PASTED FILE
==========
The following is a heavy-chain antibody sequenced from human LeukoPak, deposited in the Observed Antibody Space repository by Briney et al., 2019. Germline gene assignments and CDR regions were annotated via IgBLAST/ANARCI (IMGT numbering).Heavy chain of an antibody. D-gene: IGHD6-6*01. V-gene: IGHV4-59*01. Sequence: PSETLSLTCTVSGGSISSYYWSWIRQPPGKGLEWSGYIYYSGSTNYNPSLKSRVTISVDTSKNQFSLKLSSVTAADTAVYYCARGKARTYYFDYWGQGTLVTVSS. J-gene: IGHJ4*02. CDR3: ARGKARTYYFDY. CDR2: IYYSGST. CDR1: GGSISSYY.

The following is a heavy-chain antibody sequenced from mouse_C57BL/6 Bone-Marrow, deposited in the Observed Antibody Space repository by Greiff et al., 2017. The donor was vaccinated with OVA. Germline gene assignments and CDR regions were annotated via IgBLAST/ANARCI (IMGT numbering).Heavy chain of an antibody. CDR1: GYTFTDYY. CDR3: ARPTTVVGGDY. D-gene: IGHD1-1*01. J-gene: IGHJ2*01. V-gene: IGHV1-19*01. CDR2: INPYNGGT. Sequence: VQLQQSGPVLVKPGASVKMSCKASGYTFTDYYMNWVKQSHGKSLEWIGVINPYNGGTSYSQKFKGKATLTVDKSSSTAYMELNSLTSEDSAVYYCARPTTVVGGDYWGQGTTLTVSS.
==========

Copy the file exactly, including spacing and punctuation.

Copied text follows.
The following is a heavy-chain antibody sequenced from human LeukoPak, deposited in the Observed Antibody Space repository by Briney et al., 2019. Germline gene assignments and CDR regions were annotated via IgBLAST/ANARCI (IMGT numbering).Heavy chain of an antibody. D-gene: IGHD6-6*01. V-gene: IGHV4-59*01. Sequence: PSETLSLTCTVSGGSISSYYWSWIRQPPGKGLEWSGYIYYSGSTNYNPSLKSRVTISVDTSKNQFSLKLSSVTAADTAVYYCARGKARTYYFDYWGQGTLVTVSS. J-gene: IGHJ4*02. CDR3: ARGKARTYYFDY. CDR2: IYYSGST. CDR1: GGSISSYY.

The following is a heavy-chain antibody sequenced from mouse_C57BL/6 Bone-Marrow, deposited in the Observed Antibody Space repository by Greiff et al., 2017. The donor was vaccinated with OVA. Germline gene assignments and CDR regions were annotated via IgBLAST/ANARCI (IMGT numbering).Heavy chain of an antibody. CDR1: GYTFTDYY. CDR3: ARPTTVVGGDY. D-gene: IGHD1-1*01. J-gene: IGHJ2*01. V-gene: IGHV1-19*01. CDR2: INPYNGGT. Sequence: VQLQQSGPVLVKPGASVKMSCKASGYTFTDYYMNWVKQSHGKSLEWIGVINPYNGGTSYSQKFKGKATLTVDKSSSTAYMELNSLTSEDSAVYYCARPTTVVGGDYWGQGTTLTVSS.